Populations at Risk Current Crisis


Mass atrocity crimes are being committed in Yemen as pro-government forces and a regional military coalition fight against Houthi who still control much of the country.
Violence between Houthi rebels, members of the General People's Congress (GPC) and various pro-government forces, as well as airstrikes by a Saudi Arabia and United Arab Emirates (UAE)-led international coalition, have killed more than 10,000 people since March 2015. The ongoing conflict has also resulted in a humanitarian catastrophe in which at least 8.4 million people are at risk of famine.

Yemen is now the largest humanitarian crisis in the world. More than 2 million Yemenis have been forcibly displaced while an estimated 22.2 million people – over three quarters of the population – require humanitarian assistance. Since a cholera outbreak began in May 2017, over 1.1 million cases have been reported and at least 2,300 people have died.

During 2014, amidst a UN-facilitated political transition process, the Houthis – an armed movement originating amongst the Shia population in northeast Yemen – and military units loyal to deposed President Ali Abdullah Saleh and the GPC, party took control of the governorates of Sa'ada, Hodeida, Dhamar, Amran and Sana'a. On 26 March 2015 Saudi Arabia, the UAE and a coalition of eight other countries responded to a government request for regional military intervention.

After a breakdown of the alliance between troops loyal to former President Saleh and Houthi forces, on 2 December 2017 Saleh announced his willingness to cooperate with the Saudi/UAE-led coalition. Following intense fighting in Sana'a, Saleh was killed on 4 December. On 28 January fighting erupted in Aden between the Yemeni government's Southern Transitional Council and separatists aligned with the UAE, demonstrating the fracturing amongst all parties to the conflict.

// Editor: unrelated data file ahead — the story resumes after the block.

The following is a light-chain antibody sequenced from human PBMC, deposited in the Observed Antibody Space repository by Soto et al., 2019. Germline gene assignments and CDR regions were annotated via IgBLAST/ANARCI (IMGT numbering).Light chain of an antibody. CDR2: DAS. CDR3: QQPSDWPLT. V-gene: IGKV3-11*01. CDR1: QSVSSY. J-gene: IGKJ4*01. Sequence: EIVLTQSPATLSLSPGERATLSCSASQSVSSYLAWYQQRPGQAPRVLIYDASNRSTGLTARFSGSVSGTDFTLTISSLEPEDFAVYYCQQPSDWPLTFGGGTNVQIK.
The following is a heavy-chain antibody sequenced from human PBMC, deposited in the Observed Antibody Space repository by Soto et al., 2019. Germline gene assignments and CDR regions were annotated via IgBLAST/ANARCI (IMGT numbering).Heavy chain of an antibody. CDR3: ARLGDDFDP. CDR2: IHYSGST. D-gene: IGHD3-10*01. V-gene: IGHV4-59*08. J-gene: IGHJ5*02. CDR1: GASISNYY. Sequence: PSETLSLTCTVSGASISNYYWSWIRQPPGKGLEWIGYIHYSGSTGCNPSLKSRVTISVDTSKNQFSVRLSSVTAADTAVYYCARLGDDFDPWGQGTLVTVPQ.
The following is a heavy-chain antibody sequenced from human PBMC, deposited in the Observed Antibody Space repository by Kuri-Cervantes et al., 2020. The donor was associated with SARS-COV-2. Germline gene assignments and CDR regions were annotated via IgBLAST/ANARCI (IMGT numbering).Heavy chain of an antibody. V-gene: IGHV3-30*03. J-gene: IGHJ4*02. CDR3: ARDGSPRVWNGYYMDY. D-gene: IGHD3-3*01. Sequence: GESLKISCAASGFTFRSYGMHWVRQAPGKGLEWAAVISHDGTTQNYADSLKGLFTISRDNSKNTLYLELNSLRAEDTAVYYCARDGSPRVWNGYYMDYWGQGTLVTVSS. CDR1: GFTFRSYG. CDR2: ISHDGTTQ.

Despite several temporary ceasefire agreements during 2015 and 2016 and intermittent UN-brokered peace talks, the conflict in Yemen continues to leave civilians facing mass atrocity crimes. The last attempted ceasefire, on 19 November 2016, collapsed within 48 hours and political negotiations have been suspended for two years.

On 4 November Houthi forces fired a ballistic missile into Saudi Arabia that was shot down outside Riyadh. In retaliation Saudi Arabia closed all sea and air ports in Yemen, intensifying its blockade of the country. Yemen imports 90 percent of its staple food supplies. On 23 November the coalition lifted the blockade for humanitarian aid and on 20 December it announced that it would re-open the port of Hodeidah for commercial fuel imports. According to the UN Office for the Coordination of Humanitarian Affairs, in March food imports were still only 57 percent of the monthly national requirement.